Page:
If you want to enjoy the fastest action, try to catch a few of the naturals along the stream or river’s edge. Examine their predominant colors and sizes and then select a pattern from your fly boxes that most closely duplicates the naturals. A precise match isn’t required. Just get one as close as possible. I’ve used sizes from 4 down to tiny size 18 hooks.
Fishing with grasshoppers is most productive from mid-morning until late afternoon. That’s when the insects are most active and most likely to fall or get blown into a stream. Top weather conditions for hoppers are hot and dry with wind also being a plus, since it might blow them into the water more frequently.
On rainy, cool days, opt for other land insect imitations than grasshoppers. Good terrestrials to turn to in that situation include ants, beetles, and caterpillar imitations, often called “inchworms.”
Larger terrestrials such as beetles and grasshoppers make a distinct “splat” when they enter a river. Trout learn to key in on this sound in their feeding by racing to any such sound. By dropping your fly with a “plop,” you can duplicate this noise and draw strikes.
The best way to do this is to simply overpower your forward cast slightly to smack the fly onto the water. Another good delivery is the sidearm skip cast, which skitters the fly over the water and allows you to bounce the hopper back under shoreline brush, where big fish often lurk.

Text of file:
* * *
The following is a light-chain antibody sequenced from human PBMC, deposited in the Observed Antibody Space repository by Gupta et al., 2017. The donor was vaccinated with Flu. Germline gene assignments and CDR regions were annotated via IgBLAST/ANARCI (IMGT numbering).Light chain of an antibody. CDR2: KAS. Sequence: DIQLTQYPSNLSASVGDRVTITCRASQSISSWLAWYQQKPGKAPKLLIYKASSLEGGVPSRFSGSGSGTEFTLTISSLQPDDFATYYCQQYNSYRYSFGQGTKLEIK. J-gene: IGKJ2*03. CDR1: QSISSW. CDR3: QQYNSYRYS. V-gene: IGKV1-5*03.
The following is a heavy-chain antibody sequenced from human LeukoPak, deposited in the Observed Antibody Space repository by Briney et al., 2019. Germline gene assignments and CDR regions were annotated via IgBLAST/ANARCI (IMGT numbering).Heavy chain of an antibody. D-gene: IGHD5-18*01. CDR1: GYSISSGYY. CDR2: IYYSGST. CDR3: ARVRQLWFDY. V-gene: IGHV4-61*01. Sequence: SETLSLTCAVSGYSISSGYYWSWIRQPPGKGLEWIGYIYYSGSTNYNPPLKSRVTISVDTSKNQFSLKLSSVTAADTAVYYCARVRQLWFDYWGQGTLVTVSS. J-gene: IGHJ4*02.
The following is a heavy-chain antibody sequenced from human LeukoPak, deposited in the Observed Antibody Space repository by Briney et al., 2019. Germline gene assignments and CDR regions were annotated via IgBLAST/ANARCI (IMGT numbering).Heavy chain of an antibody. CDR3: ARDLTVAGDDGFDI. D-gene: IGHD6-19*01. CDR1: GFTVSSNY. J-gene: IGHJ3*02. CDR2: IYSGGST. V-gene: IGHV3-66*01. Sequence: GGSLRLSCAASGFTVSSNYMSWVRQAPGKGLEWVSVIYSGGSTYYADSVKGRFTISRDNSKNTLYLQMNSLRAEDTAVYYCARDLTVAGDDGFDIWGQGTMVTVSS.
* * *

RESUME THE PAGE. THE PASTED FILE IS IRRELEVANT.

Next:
Large land insects such as crickets and grasshoppers often struggle in the surface film. Imitating this commotion with a gentle twitch can draw strikes from reluctant fish. Don’t make the movement too violent. Just twitch the rod tip gently to make the fly quiver and inch forward slightly.
Some of the heaviest trout often hang out within inches of the stream banks when terrestrial insects are active, waiting for them to tumble in. Dropping your fly very close to the river’s edge is a good tactic in this case, since that’s where the fish are accustomed to seeing the insects come from. The shore where the wind is coming from is often best. But don’t ignore mid-stream locations, either.
Ants are fed on by trout in all parts of Virginia’s streams and rivers, from pocket water to shoreline eddies to mid-stream pools. The main distinctive feature that must be kept in mind in any ant pattern is the thin waist between the abdomen and head of the insects. This seems to be a key trout home in on. You can use cork, rabbit fur, foam, or many other materials to make ant patterns. One famous version is the oversized Chernobyl Ant, made of foam with rubber black legs.